Qualifiers–Grammar Rules and Examples
A qualifier is a word that limits or enhances another word’s meaning. Qualifiers affect the certainty and specificity of a statement. Overusing certain types of qualifiers (for example, very or really) can make a piece of writing sound lazily constructed.
How Qualifiers Change Sentences
In a given sentence, the aspect being modified, or further defined, might have to do with magnitude:
In the second and third sentences, somewhat and most qualify intelligent. Qualifiers can also be used to specify time.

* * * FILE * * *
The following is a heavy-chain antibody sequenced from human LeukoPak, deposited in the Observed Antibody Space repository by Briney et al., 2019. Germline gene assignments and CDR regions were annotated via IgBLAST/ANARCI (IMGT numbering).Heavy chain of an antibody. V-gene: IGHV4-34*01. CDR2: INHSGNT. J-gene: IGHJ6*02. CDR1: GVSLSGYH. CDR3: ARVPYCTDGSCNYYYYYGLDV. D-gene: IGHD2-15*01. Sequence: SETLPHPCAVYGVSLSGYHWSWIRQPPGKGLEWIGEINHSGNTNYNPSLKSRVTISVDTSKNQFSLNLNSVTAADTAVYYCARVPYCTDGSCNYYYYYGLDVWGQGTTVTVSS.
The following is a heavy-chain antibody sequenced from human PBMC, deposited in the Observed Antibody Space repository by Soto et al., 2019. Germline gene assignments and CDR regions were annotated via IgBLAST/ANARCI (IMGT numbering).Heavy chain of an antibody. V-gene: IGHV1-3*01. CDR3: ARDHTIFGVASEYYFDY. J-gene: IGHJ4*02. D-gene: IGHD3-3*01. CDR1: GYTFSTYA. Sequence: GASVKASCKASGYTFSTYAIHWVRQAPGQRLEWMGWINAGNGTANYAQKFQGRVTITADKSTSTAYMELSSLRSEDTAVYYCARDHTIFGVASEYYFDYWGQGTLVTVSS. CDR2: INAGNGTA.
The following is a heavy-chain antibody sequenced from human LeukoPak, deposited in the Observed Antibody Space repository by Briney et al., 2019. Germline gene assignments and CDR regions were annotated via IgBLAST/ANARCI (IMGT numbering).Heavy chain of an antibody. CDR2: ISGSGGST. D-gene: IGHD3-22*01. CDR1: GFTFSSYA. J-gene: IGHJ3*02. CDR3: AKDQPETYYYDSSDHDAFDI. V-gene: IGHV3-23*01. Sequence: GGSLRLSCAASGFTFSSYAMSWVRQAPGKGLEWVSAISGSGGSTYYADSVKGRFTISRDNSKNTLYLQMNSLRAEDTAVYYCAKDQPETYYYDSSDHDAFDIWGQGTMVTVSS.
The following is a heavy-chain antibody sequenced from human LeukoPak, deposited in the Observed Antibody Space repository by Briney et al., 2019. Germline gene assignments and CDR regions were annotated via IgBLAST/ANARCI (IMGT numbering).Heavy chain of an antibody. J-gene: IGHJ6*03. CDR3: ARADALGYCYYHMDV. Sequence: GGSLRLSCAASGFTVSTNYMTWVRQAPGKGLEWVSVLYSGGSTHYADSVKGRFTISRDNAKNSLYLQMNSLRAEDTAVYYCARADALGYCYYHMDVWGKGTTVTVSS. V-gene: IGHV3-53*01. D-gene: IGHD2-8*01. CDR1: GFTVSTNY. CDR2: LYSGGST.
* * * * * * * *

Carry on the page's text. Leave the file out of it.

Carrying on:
The qualifiers sometimes, always, and usually greatly changed the meaning of the sentence in the example above. Qualifiers can also specify relative quality.
All these qualifiers provide further information about the pasta dish and give us insight into the author’s impressions about it.
The Danger of Overusing Certain Qualifiers
It is best not to use some qualifiers too much. These are the modifiers your English teacher dreaded seeing in great quantities, such as very, too, really, and sort of. When you use overuse these words, your writing will seem lazy, as if you haven’t taken the time to look for the “just right” word to describe what you mean.